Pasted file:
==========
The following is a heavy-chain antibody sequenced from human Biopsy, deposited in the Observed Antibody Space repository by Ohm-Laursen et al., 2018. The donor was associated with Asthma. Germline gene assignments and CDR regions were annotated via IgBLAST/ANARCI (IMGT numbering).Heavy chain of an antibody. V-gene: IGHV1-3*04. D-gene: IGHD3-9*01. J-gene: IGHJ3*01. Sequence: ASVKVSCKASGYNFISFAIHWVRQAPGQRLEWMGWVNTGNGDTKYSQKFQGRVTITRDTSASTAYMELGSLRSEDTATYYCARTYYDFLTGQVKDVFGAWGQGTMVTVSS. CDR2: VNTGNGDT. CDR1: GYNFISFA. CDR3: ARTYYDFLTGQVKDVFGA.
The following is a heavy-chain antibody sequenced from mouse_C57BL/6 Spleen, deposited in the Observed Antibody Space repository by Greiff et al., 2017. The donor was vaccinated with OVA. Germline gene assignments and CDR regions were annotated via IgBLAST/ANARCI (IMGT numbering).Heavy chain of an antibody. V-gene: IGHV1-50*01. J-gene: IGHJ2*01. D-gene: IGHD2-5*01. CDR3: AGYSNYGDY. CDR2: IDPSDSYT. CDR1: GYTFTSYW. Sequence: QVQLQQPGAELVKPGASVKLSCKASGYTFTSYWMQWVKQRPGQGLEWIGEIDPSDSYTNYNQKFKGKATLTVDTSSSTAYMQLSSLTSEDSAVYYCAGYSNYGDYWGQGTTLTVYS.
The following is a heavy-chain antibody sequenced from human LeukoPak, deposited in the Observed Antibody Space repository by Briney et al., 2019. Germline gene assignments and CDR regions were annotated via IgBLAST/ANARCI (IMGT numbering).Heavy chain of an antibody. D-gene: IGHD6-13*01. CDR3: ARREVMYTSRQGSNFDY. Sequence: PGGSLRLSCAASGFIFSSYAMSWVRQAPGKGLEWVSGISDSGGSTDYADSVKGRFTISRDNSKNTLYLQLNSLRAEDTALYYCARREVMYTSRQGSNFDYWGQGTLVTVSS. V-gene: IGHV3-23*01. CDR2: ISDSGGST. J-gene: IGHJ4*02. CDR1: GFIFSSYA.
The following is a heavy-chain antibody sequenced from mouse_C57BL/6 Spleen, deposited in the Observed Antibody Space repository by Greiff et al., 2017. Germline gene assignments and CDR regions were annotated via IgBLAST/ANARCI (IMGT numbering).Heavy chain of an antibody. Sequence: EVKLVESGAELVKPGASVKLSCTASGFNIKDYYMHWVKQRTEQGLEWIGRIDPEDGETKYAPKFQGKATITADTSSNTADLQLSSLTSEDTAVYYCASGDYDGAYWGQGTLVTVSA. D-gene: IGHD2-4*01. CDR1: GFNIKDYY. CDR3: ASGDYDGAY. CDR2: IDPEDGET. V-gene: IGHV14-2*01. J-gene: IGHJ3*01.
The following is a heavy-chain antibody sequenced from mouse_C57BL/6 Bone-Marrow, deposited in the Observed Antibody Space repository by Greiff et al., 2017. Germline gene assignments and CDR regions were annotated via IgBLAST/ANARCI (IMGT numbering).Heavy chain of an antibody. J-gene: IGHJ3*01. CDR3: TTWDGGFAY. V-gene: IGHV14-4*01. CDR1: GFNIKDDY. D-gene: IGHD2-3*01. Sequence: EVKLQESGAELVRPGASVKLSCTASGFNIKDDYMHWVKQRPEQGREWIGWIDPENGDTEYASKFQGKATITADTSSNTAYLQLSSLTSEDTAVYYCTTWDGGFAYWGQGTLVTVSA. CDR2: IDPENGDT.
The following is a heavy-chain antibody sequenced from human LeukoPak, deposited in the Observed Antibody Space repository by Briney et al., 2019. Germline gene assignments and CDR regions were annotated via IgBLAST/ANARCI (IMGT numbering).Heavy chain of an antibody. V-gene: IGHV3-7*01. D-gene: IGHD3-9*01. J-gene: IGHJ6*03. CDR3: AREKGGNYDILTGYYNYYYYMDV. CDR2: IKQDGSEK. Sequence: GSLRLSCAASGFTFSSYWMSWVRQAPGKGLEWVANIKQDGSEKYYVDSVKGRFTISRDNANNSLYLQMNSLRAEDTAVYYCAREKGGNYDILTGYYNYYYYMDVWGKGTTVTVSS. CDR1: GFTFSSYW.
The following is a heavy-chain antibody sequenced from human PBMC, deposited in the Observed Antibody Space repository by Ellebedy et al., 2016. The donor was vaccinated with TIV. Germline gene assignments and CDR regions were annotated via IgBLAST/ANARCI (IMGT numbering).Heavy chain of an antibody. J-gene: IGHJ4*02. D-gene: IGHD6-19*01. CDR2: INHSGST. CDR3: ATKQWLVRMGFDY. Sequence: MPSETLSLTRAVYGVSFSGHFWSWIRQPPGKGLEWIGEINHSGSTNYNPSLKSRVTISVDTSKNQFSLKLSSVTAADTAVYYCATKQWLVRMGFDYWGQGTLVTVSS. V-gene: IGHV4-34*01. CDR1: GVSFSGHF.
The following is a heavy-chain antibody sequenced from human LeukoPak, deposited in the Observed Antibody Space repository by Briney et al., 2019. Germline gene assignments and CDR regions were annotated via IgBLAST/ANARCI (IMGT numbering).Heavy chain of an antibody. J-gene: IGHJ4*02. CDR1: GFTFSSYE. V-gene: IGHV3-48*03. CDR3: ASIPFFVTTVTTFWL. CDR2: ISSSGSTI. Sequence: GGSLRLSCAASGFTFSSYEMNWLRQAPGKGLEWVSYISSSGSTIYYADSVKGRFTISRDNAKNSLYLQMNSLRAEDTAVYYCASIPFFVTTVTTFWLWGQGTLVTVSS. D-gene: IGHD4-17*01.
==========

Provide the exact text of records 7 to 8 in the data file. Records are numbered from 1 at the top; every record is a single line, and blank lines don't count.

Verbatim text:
The following is a heavy-chain antibody sequenced from human PBMC, deposited in the Observed Antibody Space repository by Ellebedy et al., 2016. The donor was vaccinated with TIV. Germline gene assignments and CDR regions were annotated via IgBLAST/ANARCI (IMGT numbering).Heavy chain of an antibody. J-gene: IGHJ4*02. D-gene: IGHD6-19*01. CDR2: INHSGST. CDR3: ATKQWLVRMGFDY. Sequence: MPSETLSLTRAVYGVSFSGHFWSWIRQPPGKGLEWIGEINHSGSTNYNPSLKSRVTISVDTSKNQFSLKLSSVTAADTAVYYCATKQWLVRMGFDYWGQGTLVTVSS. V-gene: IGHV4-34*01. CDR1: GVSFSGHF.
The following is a heavy-chain antibody sequenced from human LeukoPak, deposited in the Observed Antibody Space repository by Briney et al., 2019. Germline gene assignments and CDR regions were annotated via IgBLAST/ANARCI (IMGT numbering).Heavy chain of an antibody. J-gene: IGHJ4*02. CDR1: GFTFSSYE. V-gene: IGHV3-48*03. CDR3: ASIPFFVTTVTTFWL. CDR2: ISSSGSTI. Sequence: GGSLRLSCAASGFTFSSYEMNWLRQAPGKGLEWVSYISSSGSTIYYADSVKGRFTISRDNAKNSLYLQMNSLRAEDTAVYYCASIPFFVTTVTTFWLWGQGTLVTVSS. D-gene: IGHD4-17*01.